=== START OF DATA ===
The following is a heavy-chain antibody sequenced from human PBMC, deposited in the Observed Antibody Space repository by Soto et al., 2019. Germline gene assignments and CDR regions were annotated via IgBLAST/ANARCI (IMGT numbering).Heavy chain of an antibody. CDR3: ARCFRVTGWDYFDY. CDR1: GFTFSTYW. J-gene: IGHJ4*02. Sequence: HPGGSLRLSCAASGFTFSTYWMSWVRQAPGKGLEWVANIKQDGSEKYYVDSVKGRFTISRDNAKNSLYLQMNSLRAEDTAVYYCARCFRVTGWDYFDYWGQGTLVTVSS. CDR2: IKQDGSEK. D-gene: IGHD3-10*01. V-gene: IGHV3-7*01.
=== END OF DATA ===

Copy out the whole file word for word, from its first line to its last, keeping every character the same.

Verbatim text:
The following is a heavy-chain antibody sequenced from human PBMC, deposited in the Observed Antibody Space repository by Soto et al., 2019. Germline gene assignments and CDR regions were annotated via IgBLAST/ANARCI (IMGT numbering).Heavy chain of an antibody. CDR3: ARCFRVTGWDYFDY. CDR1: GFTFSTYW. J-gene: IGHJ4*02. Sequence: HPGGSLRLSCAASGFTFSTYWMSWVRQAPGKGLEWVANIKQDGSEKYYVDSVKGRFTISRDNAKNSLYLQMNSLRAEDTAVYYCARCFRVTGWDYFDYWGQGTLVTVSS. CDR2: IKQDGSEK. D-gene: IGHD3-10*01. V-gene: IGHV3-7*01.